The embodiment of civility
The subject of this column is civility. But, I promise I won’t mention the name of the President of the United States. Although the temptation is great, that would be too easy. Besides, there’s nothing I can write that you haven’t already read.
Before I begin, if you’re reading this column at CAALA Vegas, I want you to do me a favor – Stop reading. Put down the magazine and take a moment to look around at the 3,000 people who are also attending CAALA’s signature event and annual convention. If you look closely, you’ll see CAALA attorney members, judges, legal service providers, legal staff, defense attorneys, corporate counsel, elected officials, public interest lawyers, government and municipal attorneys, law students and their professors.
Now, back to the column
The attendance at CAALA Vegas is a microcosm of the legal world. The primary focus will always be on the attorneys who proudly call themselves trial lawyers, but other attorneys are in attendance. Regardless of their practice, many of the attendees often find themselves on the other side of the table from their legal adversaries. Some go so far as to call their opposing counsel “the enemy.” They are wrong. In my thirteen years with CAALA, I have spoken with hundreds, maybe thousands of attorneys and judges. Most will tell you that characterization of the other side is not only wrong, it is detrimental to their practice. Most will tell you about the importance of civility in the courtroom and in the legal community.
Civility may be a lost art in the political world. (Thank you, Mr. President). But it isn’t forgotten in the world of the law. In 2014 the attorney oath for new lawyers was supplemented with the following: “As an officer of the Court, I will strive to conduct myself at all times with dignity, courtesy and integrity.”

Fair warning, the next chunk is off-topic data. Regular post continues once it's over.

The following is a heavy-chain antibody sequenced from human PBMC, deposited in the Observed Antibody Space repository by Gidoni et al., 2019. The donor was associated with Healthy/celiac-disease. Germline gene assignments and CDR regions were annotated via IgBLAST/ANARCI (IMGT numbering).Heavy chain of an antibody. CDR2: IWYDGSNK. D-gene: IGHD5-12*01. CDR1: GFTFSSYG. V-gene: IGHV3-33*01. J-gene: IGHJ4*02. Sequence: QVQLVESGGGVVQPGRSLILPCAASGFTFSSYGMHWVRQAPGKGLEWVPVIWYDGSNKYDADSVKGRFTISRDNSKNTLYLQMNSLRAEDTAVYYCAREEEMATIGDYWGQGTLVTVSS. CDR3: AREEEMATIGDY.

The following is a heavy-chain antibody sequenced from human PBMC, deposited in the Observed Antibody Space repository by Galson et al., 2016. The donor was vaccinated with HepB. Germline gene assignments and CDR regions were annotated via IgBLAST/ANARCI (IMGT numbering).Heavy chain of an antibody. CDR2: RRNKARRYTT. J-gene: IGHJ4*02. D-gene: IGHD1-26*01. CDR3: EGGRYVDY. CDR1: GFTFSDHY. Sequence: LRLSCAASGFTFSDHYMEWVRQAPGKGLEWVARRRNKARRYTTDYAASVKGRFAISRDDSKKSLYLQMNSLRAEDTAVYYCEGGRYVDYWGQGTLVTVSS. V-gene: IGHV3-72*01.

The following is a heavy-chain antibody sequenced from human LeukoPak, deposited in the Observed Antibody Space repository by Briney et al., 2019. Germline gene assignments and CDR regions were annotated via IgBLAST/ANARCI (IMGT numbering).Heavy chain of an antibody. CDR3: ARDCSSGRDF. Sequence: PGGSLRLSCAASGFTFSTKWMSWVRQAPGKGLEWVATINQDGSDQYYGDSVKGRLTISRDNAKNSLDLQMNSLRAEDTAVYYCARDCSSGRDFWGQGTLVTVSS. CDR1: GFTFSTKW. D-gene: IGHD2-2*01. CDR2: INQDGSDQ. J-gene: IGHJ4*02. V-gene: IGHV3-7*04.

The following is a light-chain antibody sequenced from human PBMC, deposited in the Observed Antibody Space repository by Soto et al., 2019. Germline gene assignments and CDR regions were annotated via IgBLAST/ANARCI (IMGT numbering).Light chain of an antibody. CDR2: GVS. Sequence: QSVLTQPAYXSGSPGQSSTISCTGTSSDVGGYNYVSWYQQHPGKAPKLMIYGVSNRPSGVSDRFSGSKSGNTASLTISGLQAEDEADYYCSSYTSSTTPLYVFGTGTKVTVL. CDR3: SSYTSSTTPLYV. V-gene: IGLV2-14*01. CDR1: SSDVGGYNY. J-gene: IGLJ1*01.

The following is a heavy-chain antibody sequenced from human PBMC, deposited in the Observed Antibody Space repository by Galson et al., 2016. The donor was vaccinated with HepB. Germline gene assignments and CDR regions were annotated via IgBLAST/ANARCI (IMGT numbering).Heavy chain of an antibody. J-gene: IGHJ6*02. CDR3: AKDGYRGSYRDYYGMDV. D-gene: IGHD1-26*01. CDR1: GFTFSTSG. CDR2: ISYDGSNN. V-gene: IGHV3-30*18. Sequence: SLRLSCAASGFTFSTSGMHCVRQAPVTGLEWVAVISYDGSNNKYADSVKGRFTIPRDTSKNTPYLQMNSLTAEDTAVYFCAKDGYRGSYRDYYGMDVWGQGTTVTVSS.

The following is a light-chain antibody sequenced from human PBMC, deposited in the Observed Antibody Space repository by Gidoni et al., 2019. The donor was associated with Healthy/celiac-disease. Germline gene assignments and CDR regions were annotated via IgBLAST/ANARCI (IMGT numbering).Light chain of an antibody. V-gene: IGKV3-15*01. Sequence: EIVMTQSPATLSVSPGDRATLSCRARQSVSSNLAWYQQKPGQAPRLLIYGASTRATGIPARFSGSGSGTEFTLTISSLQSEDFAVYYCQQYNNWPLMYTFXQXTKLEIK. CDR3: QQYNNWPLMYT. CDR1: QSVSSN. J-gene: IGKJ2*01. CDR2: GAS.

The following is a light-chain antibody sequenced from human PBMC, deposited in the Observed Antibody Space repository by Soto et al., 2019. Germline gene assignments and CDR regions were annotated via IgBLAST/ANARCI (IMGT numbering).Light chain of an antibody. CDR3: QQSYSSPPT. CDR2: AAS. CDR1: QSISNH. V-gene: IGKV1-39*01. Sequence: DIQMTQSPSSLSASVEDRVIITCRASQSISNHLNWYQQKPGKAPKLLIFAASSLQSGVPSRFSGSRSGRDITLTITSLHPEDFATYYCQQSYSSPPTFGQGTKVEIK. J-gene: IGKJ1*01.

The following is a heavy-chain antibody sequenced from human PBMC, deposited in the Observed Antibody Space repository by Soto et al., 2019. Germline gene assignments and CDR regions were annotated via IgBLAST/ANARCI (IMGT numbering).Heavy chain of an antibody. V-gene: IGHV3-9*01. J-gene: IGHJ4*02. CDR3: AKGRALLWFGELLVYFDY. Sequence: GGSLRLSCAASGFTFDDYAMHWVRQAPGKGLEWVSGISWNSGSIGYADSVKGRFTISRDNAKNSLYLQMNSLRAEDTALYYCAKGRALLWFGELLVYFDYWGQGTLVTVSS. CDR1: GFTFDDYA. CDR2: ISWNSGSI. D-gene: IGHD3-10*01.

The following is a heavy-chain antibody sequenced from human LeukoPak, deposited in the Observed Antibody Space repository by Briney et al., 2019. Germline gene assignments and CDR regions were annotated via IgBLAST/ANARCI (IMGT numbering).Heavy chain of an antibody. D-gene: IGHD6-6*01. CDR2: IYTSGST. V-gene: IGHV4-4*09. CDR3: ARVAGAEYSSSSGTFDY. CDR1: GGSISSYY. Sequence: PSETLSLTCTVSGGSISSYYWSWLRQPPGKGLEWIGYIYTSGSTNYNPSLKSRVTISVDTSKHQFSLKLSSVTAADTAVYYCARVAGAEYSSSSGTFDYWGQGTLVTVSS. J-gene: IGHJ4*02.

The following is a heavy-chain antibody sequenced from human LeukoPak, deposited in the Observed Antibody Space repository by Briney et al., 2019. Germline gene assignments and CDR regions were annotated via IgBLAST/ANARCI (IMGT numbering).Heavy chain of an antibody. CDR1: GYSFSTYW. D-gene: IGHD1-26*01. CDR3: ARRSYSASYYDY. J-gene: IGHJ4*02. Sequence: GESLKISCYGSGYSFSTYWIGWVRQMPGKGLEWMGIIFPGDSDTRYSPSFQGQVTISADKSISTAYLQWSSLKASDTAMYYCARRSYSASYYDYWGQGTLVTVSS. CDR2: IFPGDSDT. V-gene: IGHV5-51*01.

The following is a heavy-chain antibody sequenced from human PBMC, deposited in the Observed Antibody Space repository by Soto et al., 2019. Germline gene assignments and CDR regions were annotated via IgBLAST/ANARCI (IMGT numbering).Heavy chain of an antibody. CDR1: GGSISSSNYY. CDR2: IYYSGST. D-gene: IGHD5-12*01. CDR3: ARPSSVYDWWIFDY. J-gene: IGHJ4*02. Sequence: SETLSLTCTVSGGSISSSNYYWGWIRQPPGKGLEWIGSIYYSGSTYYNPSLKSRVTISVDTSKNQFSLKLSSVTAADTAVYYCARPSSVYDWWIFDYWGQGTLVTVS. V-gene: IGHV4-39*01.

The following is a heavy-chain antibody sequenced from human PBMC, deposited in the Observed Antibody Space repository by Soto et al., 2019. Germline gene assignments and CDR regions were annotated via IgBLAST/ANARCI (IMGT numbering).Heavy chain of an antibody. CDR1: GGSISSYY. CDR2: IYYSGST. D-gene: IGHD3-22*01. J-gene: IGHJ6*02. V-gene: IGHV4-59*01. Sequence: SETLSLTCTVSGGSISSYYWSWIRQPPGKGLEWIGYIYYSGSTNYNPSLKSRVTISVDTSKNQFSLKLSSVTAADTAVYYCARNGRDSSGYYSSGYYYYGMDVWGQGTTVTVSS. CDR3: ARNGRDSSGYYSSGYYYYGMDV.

Advocating civility in the Courtroom is nothing new. It’s been talked about for decades.
One of the most eloquent advocates of civility was the renowned plaintiff’s attorney and CAALA Hall of Fame member Raoul Magana. Magana passed away in 2007. Fifty years ago, he wrote “Respect and good manners are indispensable virtues of a trial lawyer. Denigrate no one. This is a dignified profession, not a business, and the more we can do to enhance its standing with our fellow lawyers and the public by forthright, honorable actions and demeanor, the better for everyone.”
Lawyers aren’t the only ones who feel that way. Judges do too. Many jurists have written in this magazine about the importance of civility between lawyers. Appellate Justice John Segal wrote: “The best trial lawyers I have been fortunate to see in action are forceful, persistent, tenacious, even a little confrontational when the stakes are high, but never mean. It may be that they know that treating litigants and lawyers respectfully, professionally and even nicely, pays off in the long run.”
If you have had the good fortune to hear L.A. Superior Court Presiding Judge Daniel Buckley speak to lawyers, you have heard him make the case for civility. He mentions it every time he speaks to attorneys or bar associations.
On Friday (September 1), Judge Buckley will speak at the annual CAALA member meeting during CAALA Vegas and I guarantee that civility will be part of his remarks. Three years ago, Judge Buckley wrote in the Advocate “CAALA is one of a number of organizations which emphasize civility at all events and in all publications. Unfortunately, civil judges will tell you that they do not feel that the message and lessons of civility are always finding their way into the courtroom.”
Judge Buckley has a recommendation about how to increase civility among lawyers. “If I could enact only one rule to deal with the challenges faced by the civil courts, it would be a very simple one: All attorneys must have a cup of coffee with their adversaries at the outset of the case. Of course, if the attorneys want to wait until the appropriate time, the drink of choice could be a beer or glass of wine.” Judge Buckley adds, “Why? We need to break open the lines of communication between attorneys in a civil lawsuit and insist that communication start at the beginning of the case.”
That brings us back to CAALA Vegas and the opportunity you have over the next four days to do exactly what Judge Buckley suggests. This is the perfect time and place.
CAALA Vegas is many things in addition to being the largest gathering of civil trial attorneys in the country. It’s about education and networking and great social events. It’s also an opportunity to hear more than 100 of the nation’s premier trial attorneys provide trial tips and strategy.
CAALA Vegas is also something else. It’s the personification of civility. It’s the real-time answer to Rodney King’s famous 1992 question, “I just want to say – you know – can we all get along? Can we, can we get along?”
The answer, of course, is a resounding yes; and CAALA Vegas proves it.
Copyright © 2021 by the author.
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